Chaenostoma caeruleum is an erect, perennial shrublet reaching heights of 1 m. It does not resprout after fire being single-stemmed. The leaves are up to 3 cm long, 1 cm wide and usually have sparsely toothed margins that are rolled under. Leaves and young stems are covered in gland-tipped hairs.
The mauve-pink flowers grow in long racemes. They are star-shaped with rounded petal lobes spreading to a diameter of about 1,5 cm. The corolla throat is orange-yellow, above a funnel-shaped tube of up to 5 mm long. The four stamens all protrude. Flowering happens in winter and spring.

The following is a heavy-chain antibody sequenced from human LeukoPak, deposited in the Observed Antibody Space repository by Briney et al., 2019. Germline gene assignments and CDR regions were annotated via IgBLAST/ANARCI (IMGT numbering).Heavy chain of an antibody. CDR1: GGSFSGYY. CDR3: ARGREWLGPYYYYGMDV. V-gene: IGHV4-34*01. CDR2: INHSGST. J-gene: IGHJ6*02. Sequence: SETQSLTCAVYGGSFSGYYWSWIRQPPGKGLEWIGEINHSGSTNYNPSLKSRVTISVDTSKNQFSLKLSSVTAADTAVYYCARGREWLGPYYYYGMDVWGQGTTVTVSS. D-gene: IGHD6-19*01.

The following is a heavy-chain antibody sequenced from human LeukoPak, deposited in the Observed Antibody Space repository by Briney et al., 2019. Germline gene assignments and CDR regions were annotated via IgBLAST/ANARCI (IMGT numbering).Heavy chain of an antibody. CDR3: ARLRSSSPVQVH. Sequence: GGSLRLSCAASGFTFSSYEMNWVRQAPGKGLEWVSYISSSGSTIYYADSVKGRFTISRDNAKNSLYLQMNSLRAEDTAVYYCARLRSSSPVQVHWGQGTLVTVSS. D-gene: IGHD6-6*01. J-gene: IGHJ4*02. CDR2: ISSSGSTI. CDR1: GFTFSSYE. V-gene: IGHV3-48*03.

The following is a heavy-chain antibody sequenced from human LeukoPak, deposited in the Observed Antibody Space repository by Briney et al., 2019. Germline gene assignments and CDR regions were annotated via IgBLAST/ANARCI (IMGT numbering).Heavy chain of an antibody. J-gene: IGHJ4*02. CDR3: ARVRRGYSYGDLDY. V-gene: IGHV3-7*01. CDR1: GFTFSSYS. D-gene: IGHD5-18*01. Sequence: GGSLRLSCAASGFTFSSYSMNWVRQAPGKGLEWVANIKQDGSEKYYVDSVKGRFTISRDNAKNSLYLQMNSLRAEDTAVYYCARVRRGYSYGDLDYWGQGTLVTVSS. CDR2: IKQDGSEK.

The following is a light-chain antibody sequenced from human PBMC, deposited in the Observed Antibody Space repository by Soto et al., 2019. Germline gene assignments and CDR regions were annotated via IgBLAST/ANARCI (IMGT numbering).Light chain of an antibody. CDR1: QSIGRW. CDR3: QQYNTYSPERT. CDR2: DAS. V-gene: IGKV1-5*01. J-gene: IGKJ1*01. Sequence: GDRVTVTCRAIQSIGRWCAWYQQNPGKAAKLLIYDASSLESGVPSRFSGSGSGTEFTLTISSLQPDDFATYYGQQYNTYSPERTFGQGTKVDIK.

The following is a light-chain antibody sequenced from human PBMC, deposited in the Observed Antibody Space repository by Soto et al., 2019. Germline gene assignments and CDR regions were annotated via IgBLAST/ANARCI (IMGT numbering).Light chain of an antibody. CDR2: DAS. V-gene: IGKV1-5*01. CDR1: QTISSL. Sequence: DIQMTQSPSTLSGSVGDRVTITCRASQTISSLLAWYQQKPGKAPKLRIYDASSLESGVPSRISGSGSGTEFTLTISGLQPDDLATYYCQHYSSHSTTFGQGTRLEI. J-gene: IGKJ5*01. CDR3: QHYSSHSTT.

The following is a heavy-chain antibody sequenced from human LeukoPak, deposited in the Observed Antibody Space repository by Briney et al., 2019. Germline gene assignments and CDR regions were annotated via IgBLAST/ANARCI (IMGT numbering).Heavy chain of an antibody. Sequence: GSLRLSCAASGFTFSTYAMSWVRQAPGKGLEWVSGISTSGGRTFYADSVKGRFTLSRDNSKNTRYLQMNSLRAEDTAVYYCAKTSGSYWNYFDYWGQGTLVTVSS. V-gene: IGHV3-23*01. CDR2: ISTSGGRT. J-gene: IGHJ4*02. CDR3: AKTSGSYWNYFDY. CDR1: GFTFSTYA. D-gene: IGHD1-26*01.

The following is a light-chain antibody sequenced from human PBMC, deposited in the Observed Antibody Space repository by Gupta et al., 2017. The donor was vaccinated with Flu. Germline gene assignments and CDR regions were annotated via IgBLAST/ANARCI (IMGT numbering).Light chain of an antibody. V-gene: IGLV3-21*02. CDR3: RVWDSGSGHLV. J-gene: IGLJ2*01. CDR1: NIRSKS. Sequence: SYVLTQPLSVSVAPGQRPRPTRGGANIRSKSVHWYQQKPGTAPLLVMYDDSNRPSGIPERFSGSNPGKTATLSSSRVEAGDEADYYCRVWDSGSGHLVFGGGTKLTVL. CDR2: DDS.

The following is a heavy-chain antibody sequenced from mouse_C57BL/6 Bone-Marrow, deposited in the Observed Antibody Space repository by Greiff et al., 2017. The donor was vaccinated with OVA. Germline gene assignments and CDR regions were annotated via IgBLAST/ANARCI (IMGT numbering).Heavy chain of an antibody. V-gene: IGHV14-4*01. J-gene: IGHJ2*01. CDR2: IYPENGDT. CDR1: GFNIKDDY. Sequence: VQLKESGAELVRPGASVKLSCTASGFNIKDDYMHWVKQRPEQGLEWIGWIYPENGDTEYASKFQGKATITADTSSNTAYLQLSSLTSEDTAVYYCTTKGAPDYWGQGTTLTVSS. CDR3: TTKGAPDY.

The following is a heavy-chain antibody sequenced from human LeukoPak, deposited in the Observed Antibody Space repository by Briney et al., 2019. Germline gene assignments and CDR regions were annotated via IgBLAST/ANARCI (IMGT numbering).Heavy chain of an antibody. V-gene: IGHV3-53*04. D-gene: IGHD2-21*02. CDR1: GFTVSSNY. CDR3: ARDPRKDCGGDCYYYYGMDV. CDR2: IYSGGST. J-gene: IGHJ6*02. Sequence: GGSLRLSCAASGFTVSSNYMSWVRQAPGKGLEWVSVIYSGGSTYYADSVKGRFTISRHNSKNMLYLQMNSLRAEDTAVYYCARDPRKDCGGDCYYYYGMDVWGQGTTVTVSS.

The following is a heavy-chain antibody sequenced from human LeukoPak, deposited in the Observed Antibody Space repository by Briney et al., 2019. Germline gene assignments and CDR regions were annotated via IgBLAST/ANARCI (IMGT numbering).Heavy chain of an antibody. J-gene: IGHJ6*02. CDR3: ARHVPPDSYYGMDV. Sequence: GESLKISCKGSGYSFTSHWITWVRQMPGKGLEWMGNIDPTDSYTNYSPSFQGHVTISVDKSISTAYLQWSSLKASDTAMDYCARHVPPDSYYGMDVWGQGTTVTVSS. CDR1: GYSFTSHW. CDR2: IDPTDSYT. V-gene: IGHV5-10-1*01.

The species distribution is mainly in the Western Cape, extending coastally into the Eastern Cape to around Humansdorp. The plant grows in diverse stony lowland habitats in clay or loam soils. The species is not considered threatened in its habitat early in the twenty first century (Manning, 2007; Vlok and Schutte-Vlok, 2010; www.redlist.sanbi.org).
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